The Department Committee forwarded Dr. Paul's application to the school-wide Appointments, Promotions, and Tenure Committee ("the School Committee") on January 21, 1994. *fn7 The School Committee recommended her for tenure and sent the matter back to the Electrical Engineering department on February 23, 1995. Notwithstanding the recommendation of the School Committee, Dr. Lucius Walker, Dean of the School of Engineering, sent Dr. Paul a letter on May 2, 1995, stating that he would not support her application and that he had forwarded his evaluation to Dr. James Johnson, Acting Dean of the University. Dr. Johnson, noting that he did not support the application because Dr. Paul's publication and teaching effectiveness record was below that of her peers, sent the application to Dr. Orlando Taylor, Vice President for Academic Affairs, on May 12, 1995. Dr. Taylor forwarded the materials to the Interim President of the University, Dr. Joyce Ladner, who officially denied the application. Dr. Johnson informed Dr. Paul of that final decision on July 7, 1995.

C. Dr. Paul's Complaint to the Faculty Grievance Commission

After her first tenure application was denied and while her second application was still pending, Dr. Paul filed a grievance with the Faculty Grievance Commission ("the Commission") on May 14, 1994. In the grievance Dr. Paul complained that her tenure applications had been mishandled, that she had been wrongfully denied tenure, and that she was the victim of sex discrimination and retaliation. The Commission, which had no authority to grant or deny tenure, ultimately determined that her claims of retaliation and discrimination were groundless but that she was qualified to receive tenure as a result of her endorsement by the School Committee in 1995. *fn8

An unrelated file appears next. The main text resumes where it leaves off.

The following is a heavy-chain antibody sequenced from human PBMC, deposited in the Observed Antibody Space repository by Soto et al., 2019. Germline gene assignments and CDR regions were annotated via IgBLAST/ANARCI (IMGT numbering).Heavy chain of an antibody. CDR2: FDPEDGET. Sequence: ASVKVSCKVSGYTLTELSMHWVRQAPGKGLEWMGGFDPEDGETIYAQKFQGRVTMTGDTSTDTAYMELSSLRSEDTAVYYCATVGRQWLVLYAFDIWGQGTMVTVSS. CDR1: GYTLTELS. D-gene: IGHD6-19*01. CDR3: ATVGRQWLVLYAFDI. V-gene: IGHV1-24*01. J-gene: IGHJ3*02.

D. The Tenure Consideration Process under the Faculty Handbooks

There are two faculty handbooks involved in this case, both of which set forth explicit procedures for the University to follow in its consideration of tenure applications. At the time Dr. Paul was hired in 1986, the 1980 Handbook governed employment policies and procedures. *fn9 The 1980 Handbook was replaced by the 1993 Handbook, which expressly superseded "all prior faculty handbooks." Therefore, the 1980 Handbook was applicable when Dr. Paul submitted her first tenure application in 1992, and the 1993 Handbook was applicable when she applied for tenure the second time in October 1993.

The 1980 Handbook provided that after the completion of a probationary period of at least three years and not more than seven years, an appointee became eligible for consideration of indefinite tenure and could submit an application to the Department Committee. 1980 Handbook, Policy on Tenure, § C (3). If the application had the support of a majority of the Department Committee, the recommendation was forwarded to the School Committee. If the School Committee also recommended the application, it was sent to the Dean of the appropriate school or college, who forwarded it, along with the recommendations of both Committees and the Dean's assessment of the applicant, either to the Vice President for Academic Affairs or to the Vice President for Health Affairs, whichever was appropriate. Id. at § C (5)-(7). Finally, the Vice President forwarded the materials to the President of the University for presentation to the Board of Trustees, which made the final decision on tenure. Id. at § C (7). The 1980 Handbook made clear that tenure was not presumed, regardless of the number of probationary terms that an applicant had completed. The Board of Trustees granted tenure to an individual only if he or she (1) had completed the probationary period, (2) met the qualifications for indefinite tenure prescribed by the particular school or college involved, (3) had been formally recommended by the appropriate faculty, *fn10 and (4) had been approved and recommended by the President of the University. Id., Employment Policies Governing Faculty Positions, § D (3).

The tenure consideration process set forth in the 1993 Handbook is similar to that in the 1980 Handbook. First, the department in which the appointee is employed reviews the application and votes on whether to recommend tenure. 1993 Handbook at § 2.7.4.6.1. Unlike the 1980 Handbook, however, the 1993 Handbook provides that the department must submit its decision, whether positive or negative, to the School Committee. If the School Committee does not recommend tenure, the applicant may appeal that decision to the Faculty Grievance Commission before the appropriate Vice President reviews the petition. Id. at § 2.7.4.6.2. The Vice President then assesses the application and notifies the candidate and the department of his or her decision. Id. at § 2.7.4.6.3. The President and Board of Trustees review the application only if the Vice President recommends tenure, and tenure may be awarded by the Board of Trustees ...